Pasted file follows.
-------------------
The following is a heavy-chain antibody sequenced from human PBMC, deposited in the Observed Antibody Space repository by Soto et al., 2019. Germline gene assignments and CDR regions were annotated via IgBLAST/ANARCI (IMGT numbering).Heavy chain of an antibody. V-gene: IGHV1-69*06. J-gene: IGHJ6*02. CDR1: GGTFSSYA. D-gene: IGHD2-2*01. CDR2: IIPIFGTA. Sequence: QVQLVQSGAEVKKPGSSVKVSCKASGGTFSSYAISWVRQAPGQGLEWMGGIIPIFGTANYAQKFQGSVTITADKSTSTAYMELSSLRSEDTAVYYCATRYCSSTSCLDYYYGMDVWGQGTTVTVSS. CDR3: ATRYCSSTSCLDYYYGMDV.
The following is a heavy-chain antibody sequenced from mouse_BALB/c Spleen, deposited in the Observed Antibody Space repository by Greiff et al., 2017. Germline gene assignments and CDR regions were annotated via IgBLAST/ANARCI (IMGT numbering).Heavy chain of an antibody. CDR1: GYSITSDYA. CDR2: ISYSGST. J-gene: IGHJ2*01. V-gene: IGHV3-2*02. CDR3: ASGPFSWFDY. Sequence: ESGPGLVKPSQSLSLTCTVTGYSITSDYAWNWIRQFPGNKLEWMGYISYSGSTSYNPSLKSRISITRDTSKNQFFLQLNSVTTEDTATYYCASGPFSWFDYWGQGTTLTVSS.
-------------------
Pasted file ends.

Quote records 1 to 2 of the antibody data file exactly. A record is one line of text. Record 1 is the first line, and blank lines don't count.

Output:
The following is a heavy-chain antibody sequenced from human PBMC, deposited in the Observed Antibody Space repository by Soto et al., 2019. Germline gene assignments and CDR regions were annotated via IgBLAST/ANARCI (IMGT numbering).Heavy chain of an antibody. V-gene: IGHV1-69*06. J-gene: IGHJ6*02. CDR1: GGTFSSYA. D-gene: IGHD2-2*01. CDR2: IIPIFGTA. Sequence: QVQLVQSGAEVKKPGSSVKVSCKASGGTFSSYAISWVRQAPGQGLEWMGGIIPIFGTANYAQKFQGSVTITADKSTSTAYMELSSLRSEDTAVYYCATRYCSSTSCLDYYYGMDVWGQGTTVTVSS. CDR3: ATRYCSSTSCLDYYYGMDV.
The following is a heavy-chain antibody sequenced from mouse_BALB/c Spleen, deposited in the Observed Antibody Space repository by Greiff et al., 2017. Germline gene assignments and CDR regions were annotated via IgBLAST/ANARCI (IMGT numbering).Heavy chain of an antibody. CDR1: GYSITSDYA. CDR2: ISYSGST. J-gene: IGHJ2*01. V-gene: IGHV3-2*02. CDR3: ASGPFSWFDY. Sequence: ESGPGLVKPSQSLSLTCTVTGYSITSDYAWNWIRQFPGNKLEWMGYISYSGSTSYNPSLKSRISITRDTSKNQFFLQLNSVTTEDTATYYCASGPFSWFDYWGQGTTLTVSS.